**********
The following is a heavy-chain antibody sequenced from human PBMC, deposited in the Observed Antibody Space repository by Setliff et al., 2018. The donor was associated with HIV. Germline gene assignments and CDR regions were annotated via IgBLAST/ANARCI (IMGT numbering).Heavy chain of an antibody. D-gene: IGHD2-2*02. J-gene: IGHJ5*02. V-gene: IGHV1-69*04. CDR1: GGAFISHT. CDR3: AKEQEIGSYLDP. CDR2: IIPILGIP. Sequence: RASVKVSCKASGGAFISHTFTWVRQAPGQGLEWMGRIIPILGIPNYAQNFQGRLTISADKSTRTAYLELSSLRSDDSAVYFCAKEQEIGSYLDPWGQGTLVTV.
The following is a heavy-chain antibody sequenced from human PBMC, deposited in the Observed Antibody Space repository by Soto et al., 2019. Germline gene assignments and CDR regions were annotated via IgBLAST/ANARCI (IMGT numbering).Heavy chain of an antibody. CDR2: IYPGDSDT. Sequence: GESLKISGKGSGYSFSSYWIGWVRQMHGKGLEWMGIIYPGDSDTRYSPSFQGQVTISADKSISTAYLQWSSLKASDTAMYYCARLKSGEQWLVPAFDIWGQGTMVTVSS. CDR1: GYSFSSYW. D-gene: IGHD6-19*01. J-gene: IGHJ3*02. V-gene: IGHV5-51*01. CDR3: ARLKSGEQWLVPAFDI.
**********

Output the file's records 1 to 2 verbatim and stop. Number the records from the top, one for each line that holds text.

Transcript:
The following is a heavy-chain antibody sequenced from human PBMC, deposited in the Observed Antibody Space repository by Setliff et al., 2018. The donor was associated with HIV. Germline gene assignments and CDR regions were annotated via IgBLAST/ANARCI (IMGT numbering).Heavy chain of an antibody. D-gene: IGHD2-2*02. J-gene: IGHJ5*02. V-gene: IGHV1-69*04. CDR1: GGAFISHT. CDR3: AKEQEIGSYLDP. CDR2: IIPILGIP. Sequence: RASVKVSCKASGGAFISHTFTWVRQAPGQGLEWMGRIIPILGIPNYAQNFQGRLTISADKSTRTAYLELSSLRSDDSAVYFCAKEQEIGSYLDPWGQGTLVTV.
The following is a heavy-chain antibody sequenced from human PBMC, deposited in the Observed Antibody Space repository by Soto et al., 2019. Germline gene assignments and CDR regions were annotated via IgBLAST/ANARCI (IMGT numbering).Heavy chain of an antibody. CDR2: IYPGDSDT. Sequence: GESLKISGKGSGYSFSSYWIGWVRQMHGKGLEWMGIIYPGDSDTRYSPSFQGQVTISADKSISTAYLQWSSLKASDTAMYYCARLKSGEQWLVPAFDIWGQGTMVTVSS. CDR1: GYSFSSYW. D-gene: IGHD6-19*01. J-gene: IGHJ3*02. V-gene: IGHV5-51*01. CDR3: ARLKSGEQWLVPAFDI.